Parenting is hard enough without the pressure of raising a fairytale family
Published 04/04/2014 | 02:30
They f**k you up, your mum and dad. They may not mean to, but they do. They fill you with the faults they had, and add some extra, just for you.
It is timely this week with all this talk of parents leading their children down the rocky road of problem drinking, obesity and addiction, to be reminded of this famous verse by the British poet Philip Larkin.
Even though it was first published more than 40 years ago, this poem still has enduring appeal – an unfortunate thing for today's under-pressure parents, the vast majority of whom are doing their best for their offspring.
This verse is often quoted by troubled teenagers, most of whom don't have a clue who Larkin was. It was even recited by a British appeal court judge in a particularly acrimonious divorce case in the UK in 2009. Referring to the emotional damage caused to a nine-year-old child, he said: "These four lines seem to me to give a clear warning to parents who, post-separation, continue to fight the battles of the past, and show each other no respect."
Parents are under attack more than ever these days. Hardly a week passes that we don't have yet another new study painting us in a poor light, or advice rammed down our throats on how to be the perfect mother and father.
Our job is hard enough without having to put up with a lot of this rubbish.
On Monday, a My World/ UCD/ Headstrong study said well-intentioned parents who try to foster a continental-style respect for alcohol by introducing children to beer and wine before they hit 18 are adding to the underage drinking crisis in Ireland.
The same day, we heard that we are responsible for the spiralling child obesity problem because of our bad eating habits.
And a report presented to a meeting of the American Heart Association claims that authoritarian parents take away a child's own ability to regulate themselves. Go figure!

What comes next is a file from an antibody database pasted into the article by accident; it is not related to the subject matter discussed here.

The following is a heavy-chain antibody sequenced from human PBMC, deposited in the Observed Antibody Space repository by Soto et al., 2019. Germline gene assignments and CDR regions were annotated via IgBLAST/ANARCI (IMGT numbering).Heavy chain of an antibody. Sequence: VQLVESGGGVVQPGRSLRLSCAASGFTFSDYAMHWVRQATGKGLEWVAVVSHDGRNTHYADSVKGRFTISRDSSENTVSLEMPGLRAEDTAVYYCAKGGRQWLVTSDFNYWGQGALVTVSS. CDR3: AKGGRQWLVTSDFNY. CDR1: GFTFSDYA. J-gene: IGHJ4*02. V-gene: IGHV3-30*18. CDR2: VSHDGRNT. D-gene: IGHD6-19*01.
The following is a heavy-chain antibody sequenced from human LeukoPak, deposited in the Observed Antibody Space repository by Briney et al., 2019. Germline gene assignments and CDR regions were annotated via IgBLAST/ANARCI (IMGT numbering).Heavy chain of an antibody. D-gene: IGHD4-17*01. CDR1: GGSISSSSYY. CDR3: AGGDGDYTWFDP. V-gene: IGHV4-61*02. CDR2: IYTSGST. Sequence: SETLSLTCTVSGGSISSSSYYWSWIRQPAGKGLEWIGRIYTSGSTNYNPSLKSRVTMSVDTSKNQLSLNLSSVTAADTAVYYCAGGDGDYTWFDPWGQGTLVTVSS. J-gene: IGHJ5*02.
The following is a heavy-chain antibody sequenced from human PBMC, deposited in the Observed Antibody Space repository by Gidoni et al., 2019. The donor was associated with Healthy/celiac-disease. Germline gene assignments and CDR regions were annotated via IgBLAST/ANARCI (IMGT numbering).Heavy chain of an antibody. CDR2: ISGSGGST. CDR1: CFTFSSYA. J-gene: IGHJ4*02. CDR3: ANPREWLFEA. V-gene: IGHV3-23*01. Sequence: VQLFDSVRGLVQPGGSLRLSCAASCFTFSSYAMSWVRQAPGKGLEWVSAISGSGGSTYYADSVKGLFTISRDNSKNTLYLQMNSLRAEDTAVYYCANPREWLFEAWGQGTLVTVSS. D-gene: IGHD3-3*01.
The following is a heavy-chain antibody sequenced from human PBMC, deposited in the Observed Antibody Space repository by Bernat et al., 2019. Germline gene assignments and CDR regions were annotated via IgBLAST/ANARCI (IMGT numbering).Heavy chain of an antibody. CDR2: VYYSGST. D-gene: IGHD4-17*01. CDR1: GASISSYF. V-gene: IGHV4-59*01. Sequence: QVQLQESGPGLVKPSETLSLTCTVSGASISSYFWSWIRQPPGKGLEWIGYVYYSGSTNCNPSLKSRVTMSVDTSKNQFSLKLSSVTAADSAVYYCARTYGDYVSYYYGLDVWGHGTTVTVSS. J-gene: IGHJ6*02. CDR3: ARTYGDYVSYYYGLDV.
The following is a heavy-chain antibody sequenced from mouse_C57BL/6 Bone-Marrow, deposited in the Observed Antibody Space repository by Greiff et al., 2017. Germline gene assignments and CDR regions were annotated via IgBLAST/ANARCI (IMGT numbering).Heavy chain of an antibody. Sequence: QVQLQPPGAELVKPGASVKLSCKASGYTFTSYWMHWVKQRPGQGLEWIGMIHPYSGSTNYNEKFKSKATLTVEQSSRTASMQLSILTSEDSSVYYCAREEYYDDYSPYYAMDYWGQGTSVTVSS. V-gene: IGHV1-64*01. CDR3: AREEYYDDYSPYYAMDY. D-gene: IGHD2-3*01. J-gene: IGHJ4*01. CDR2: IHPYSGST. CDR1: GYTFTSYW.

Gordon Ramsay also had his say, lashing out at parents of obese children, calling for them to be taken to court and fined if kids become obese and out of control.
Britain is considering a 'Cinderella Law' to make it a criminal offence for parents to "deliberately harm a child's physical, intellectual, emotional social and behavioural development".
Parenthood is already a perilous job, and mothers and fathers have more than enough in coping with the day-to-day life pressures without being constantly persecuted by reports and so-called expert advice.
Of course no parent is perfect, and there are some very bad ones out there. But most, no matter their background or financial circumstances, do their best to give their children the best possible upbringing and start in life.
The fact is, despite the crippling recession, we probably have the best educated, best fed and most sensible and conservative bunch of children in history.
My widowed mother is a tee-totaller. Yet I was out with the gang experimenting with alcohol in the local pub at 15 – when she thought I was elsewhere (sorry, mam). Who do I blame for that behaviour? Certainly not continental-style drinking at home.
I went away to college at 17. At the age that my two kids were when they were in fifth year in school, I was living in a flat in Dublin, managing a budget, with no adult on hand to make sure I was out of harm's way.
I sometimes shudder at some of the stuff I got up to. But it was all part of growing up.
We are doing our kids no favours by being over-protective and wrapping them in cotton wool. That is not equipping them with the skills and coping mechanisms they need when they are eventually let loose in the world.
Young people need a bit of leash. They need to experiment and to find out – often the hard way – what is good and what is bad, Along the way there will be some casualties, unfortunately.
There are too many unrealistic expectations of parenting, and huge pressure to have a nation full of healthy people who don't abuse alcohol or drugs, all with great lifestyles who live happily ever after.
That is a fairytale. The reality is different. And that is called life.
There is a great saying, "you didn't lick it off the stone", and to some extent we all become our parents.
In my case, I would regard that as a great thing.
So instead of persecuting parents, how about this alternative verse to counter Philip Larkin's famous poem?
They do their best your mum and dad.
They always mean to, yes they do.
They fill you with more good than bad
And add some extra, just for you.
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